AS A FORMER legal adviser to the Palestinian negotiating team, I spent more than six years working toward a “two-state’’ solution to the Israeli-Palestinian conflict. During that period, we held countless negotiation sessions, examined scores of proposals, met with hundreds of diplomats and even went house-to-house campaigning for the two-state solution. Today, we are no closer to achieving a two-state solution than we were 20 years ago when negotiations started. Since that time, the number of Israeli settlers living in the West Bank has almost tripled to 600,000, with settlements spreading throughout the West Bank and East Jerusalem and the Gaza Strip increasingly isolated from the rest of Palestine.
Some pundits point to poor leadership, the rise of right-wing governments, weak or uninterested US presidents, and a powerful Israel lobby, while others highlight the imbalance in negotiating power and the absurdity of negotiating while under occupation. The divergent views suggest an unsatisfactory impasse until we achieve the right alignment of stars: the perfect Israeli prime minister, the perfect American president, and the perfect Palestinian leader for peace to finally reign.
But perhaps the pundits are wrong and have failed to identify why six decades after Israel’s creation on top of Palestine there is no peace. In fact, we may have tried the wrong model: We tried to divide a land that had never historically been successfully divided and we focused myopically on the creation of a “state’’ rather than the fulfillment of rights.
Instead, we might look to a model focusing on equal rights for all individuals in the land irrespective of religion; a model which seeks reconciliation rather than separation and protects minorities rather than discriminates against them. The student-led one-state conference at Harvard this weekend aims to explore this model.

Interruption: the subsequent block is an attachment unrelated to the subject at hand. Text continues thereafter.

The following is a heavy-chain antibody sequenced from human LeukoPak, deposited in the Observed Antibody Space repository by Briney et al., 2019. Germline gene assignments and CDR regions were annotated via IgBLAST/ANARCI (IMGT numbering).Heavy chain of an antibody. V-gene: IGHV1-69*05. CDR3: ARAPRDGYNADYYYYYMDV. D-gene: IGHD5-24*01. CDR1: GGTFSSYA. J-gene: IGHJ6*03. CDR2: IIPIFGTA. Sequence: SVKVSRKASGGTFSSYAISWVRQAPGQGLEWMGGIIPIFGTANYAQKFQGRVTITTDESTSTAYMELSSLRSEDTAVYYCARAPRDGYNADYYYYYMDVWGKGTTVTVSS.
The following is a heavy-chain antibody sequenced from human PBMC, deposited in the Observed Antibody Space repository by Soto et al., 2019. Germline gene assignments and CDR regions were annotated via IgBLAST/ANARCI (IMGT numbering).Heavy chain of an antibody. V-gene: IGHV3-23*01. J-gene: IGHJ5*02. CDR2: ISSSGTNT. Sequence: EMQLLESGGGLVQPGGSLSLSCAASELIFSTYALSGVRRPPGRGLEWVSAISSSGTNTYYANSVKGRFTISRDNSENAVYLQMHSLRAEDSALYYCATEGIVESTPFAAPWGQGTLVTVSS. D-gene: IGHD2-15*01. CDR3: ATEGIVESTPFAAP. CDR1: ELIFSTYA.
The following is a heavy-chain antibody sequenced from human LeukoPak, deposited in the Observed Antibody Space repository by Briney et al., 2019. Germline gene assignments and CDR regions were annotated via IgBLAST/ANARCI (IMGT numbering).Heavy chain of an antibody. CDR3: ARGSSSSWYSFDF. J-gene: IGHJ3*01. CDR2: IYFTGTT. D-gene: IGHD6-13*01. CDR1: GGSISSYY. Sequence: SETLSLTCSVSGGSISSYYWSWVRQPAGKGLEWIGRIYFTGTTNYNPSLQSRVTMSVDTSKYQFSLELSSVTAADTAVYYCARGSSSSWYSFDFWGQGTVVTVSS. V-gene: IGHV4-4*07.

I am under no illusion that achieving equality for Palestinians and Israelis will be easy. Power is never voluntarily shared by those who wield it. Indeed, the idea of one state has already created hysteria among many of Israel’s supporters who claim it would “destroy Israel.’’ This is wrong. One-state proponents seek only to defeat the ethno-religious privilege that currently defines Israel and affords Jews superior rights to Palestinians, irrespective of whether the Palestinians are citizens of Israel or non-citizens living under Israel’s military rule.
Israel and the occupied Palestinian territories already function as a single unit. There are no separate border crossings for “Palestine’’ and no separate Palestinian currency. Yet Palestinians of the occupied Palestinian territories are denied the same civil and political rights as Israelis. For Palestinian citizens of Israel, the picture is similar. Such citizens vote in Israeli elections, but are denied the same rights as Jewish Israelis. More than 35 laws explicitly privilege Jews.
Perspectives are already changing. Today, more than a quarter of Palestinians support a single democratic state, despite the absence of any political party advocating the position. Israeli perspectives are changing too on both the left and right.
The primary obstacle to one state is the belief that this system of ethno-religious privilege - similar to the privilege that ruled apartheid South Africa - must remain. Indeed, Jim Crow laws and South African apartheid were similarly entrenched in many minds. Yet history demonstrates that ethnic privilege ultimately fails in a multiethnic society. Palestinians and Israelis are fated to live together. The real question is how - under a system of ethno-religious privilege or under a system of equality?
Diana Buttu is a fellow at the Harvard Kennedy School and the Harvard Law School. She served as a legal adviser to the Palestinian negotiating team from 2000 to 2006.